BE SPECIFIC by The Improv Game
Let’s face it: improvised music is not for everyone. Jazz-heads claim it is all about the notes that are not being played, but what if these unplayed notes are the really good ones? Then they’d just be playing bad notes.
Alice, Jeremy, Lucy and ‘Lanky Tim’ are the founding members of The Improv Game. They met at Cambridge University and are proponents of the British school of long-form hardcore endurance improv.
In 1987 an audience member at a lightly-attended Edinburgh show at the hallowed Pleasance Orifice made the simple and now legendary suggestion ‘be a band!’ and for the next thirty-three years and counting, that’s exactly what The Improv Game did.
A theoretical and borderline hypothetical album, Be Specific is the 7th to be released in their critically acclaimed career, although it is hard to decipher whether the acclaim is also part of the pretending and broadsheet reviewers have become entwined in a game which has got seriously out of hand.
The album never stops for breath as if perennially terrified of losing our attention. At seventy two tracks it is refreshingly brief compared to their usually longer efforts.
Instruments are not played traditionally but instead replaced by the keen mime action of a band member, usually Jeremy, saying ‘Look, now I’m playing a BANJO!’ and throwing in jovial crowd-pleasing ad-libs like ‘Where did you come from Cotton Eye Joe?’ in a slapdash American accent.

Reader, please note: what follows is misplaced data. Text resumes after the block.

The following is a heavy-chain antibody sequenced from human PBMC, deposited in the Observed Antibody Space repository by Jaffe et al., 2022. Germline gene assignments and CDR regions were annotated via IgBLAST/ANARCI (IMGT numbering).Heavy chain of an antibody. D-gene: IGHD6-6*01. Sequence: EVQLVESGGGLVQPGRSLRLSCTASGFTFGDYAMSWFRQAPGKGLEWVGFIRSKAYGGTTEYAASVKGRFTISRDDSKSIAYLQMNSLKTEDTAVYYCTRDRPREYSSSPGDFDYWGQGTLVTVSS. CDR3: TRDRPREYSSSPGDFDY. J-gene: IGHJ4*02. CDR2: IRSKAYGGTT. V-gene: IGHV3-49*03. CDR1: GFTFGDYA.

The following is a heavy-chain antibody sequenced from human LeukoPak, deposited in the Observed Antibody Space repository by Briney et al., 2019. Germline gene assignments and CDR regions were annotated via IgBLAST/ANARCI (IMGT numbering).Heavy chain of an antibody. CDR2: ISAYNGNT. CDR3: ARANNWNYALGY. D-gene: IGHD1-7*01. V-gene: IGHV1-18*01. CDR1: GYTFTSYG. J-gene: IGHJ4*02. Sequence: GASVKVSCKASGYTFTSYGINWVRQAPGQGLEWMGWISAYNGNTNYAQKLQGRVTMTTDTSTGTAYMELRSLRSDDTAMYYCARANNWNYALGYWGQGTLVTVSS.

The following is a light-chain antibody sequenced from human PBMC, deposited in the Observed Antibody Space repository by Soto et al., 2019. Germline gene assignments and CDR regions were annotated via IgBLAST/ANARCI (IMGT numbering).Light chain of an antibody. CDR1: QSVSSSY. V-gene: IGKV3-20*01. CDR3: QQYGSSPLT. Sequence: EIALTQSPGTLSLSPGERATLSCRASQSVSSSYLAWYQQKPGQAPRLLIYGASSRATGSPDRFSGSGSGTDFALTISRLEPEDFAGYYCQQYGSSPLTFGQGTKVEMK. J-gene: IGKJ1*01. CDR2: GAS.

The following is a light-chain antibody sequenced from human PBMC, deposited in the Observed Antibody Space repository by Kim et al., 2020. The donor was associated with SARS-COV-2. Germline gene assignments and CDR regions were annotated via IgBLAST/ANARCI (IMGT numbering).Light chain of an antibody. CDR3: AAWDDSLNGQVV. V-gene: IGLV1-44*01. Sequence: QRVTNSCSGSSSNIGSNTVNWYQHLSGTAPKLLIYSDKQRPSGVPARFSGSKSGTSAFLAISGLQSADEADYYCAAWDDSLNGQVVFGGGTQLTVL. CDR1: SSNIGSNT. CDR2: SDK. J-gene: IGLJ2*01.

There is a rawness to this album that can only be achieved through a total disregard for preparation or quality. Tensions between the group are evident with Lucy being very vocal at points about why they’re still doing this when they all had first class honours degrees and could have contributed something meaningful to our dying planet. Such concerns are quickly dismissed as the other members tirelessly mime ‘rebuilding that 4th wall.’
Over the years the band has become shrouded under a cloud of unanswered questions. Lucy and Lanky Tim have been married since 2002 and both have acknowledged in separate interviews that neither are 100% aware whether their relationship (and teenage daughter) is just part of an elaborate riff. Jeremy’s early investment in bitcoin makes it unclear whether the cryptocurrency was ever an actual thing or something he made up mid-gig in 1998. Alice’s lack of a physical body makes people wonder why she’s considered on equal terms with the other members when she is at best an extended ethereal skit.
I don’t have the answer to any of these questions but I know good music when I hear it and you should hear it too.